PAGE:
Andres Montanes-Lleras
Colombia
Bogota
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My first children's fantasy novel EL DRAGÓN DE VAPOR (illustrations by Marcos Toledo Porras)
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SPOILER WARNING. This post is intended for readers who are already familiar and have played through the Ruin of Thandar campaign for Hero Realms, so a spoiler warning is in effect.

Hero Realms has been one of my most played and highly rated games of the year. Though I play mostly solo against Tibus (which many people have found underwhelming), I love how quickly it is to play, how the theme is implemented throughout (which I think works much better than Star Realms) and how the character packs add an element of roleplaying to the game.

From this perspective, I was really looking forward to the release of The Ruin of Thandar campaign. While I knew that it was primarily intended to be played cooperatively, I also knew it could be played solo and was hoping to get an improved version of the Tibus challenge with stronger thematic and role playing elements.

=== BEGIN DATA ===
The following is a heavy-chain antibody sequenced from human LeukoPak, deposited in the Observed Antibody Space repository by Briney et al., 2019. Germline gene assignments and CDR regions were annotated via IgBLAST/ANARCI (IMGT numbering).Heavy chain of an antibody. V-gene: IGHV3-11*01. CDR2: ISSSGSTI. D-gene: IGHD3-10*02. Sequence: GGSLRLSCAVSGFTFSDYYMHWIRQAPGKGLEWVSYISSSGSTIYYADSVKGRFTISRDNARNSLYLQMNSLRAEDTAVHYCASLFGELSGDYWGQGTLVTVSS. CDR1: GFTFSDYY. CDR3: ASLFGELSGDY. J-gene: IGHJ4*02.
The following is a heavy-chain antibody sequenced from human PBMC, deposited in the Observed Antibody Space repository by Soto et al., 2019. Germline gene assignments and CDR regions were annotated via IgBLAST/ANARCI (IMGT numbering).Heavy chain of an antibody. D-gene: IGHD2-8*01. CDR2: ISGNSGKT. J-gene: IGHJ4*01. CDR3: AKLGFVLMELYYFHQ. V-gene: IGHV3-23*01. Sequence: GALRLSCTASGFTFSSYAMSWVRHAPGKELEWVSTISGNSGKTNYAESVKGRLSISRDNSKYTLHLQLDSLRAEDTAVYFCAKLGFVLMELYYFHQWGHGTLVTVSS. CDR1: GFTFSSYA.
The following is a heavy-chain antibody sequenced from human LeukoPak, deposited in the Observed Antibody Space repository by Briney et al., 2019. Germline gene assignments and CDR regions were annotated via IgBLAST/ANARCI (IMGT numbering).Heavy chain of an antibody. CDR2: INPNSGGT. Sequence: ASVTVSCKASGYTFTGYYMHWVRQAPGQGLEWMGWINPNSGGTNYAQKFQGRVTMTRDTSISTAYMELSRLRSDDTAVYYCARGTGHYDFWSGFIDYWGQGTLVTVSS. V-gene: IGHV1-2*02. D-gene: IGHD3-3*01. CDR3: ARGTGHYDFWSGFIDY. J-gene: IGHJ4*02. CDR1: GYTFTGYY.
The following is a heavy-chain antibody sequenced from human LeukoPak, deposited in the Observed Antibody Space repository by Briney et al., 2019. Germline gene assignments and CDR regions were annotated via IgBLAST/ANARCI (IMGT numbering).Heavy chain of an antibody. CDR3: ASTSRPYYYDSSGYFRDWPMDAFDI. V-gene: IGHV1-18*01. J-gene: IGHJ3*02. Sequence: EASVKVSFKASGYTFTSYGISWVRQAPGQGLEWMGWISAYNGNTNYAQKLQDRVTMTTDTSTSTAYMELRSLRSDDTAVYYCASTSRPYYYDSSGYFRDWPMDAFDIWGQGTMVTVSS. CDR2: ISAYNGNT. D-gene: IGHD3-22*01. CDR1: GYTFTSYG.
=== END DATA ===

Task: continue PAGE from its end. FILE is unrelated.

Though I did get some of this, and I think there are some very interesting thematic mechanics and cards in the game, my initial experience with the campaign has not really lived to my expectations, especially regarding the story, which should be the strongest part.

While some people have complained here on BGG about generic nature of the story, I think the main problem is the scope of the events: How everything happens too fast (one day or two at the most) and in a too small a scale (a bar fight, a chase in the streets, etc). Though it becomes more epic and satisfying towards the end, and the intention is clearly to get a larger story going that will be developed in later expansions, the adventure as a whole feels too small, especially for a three game session that can take a while to be completed.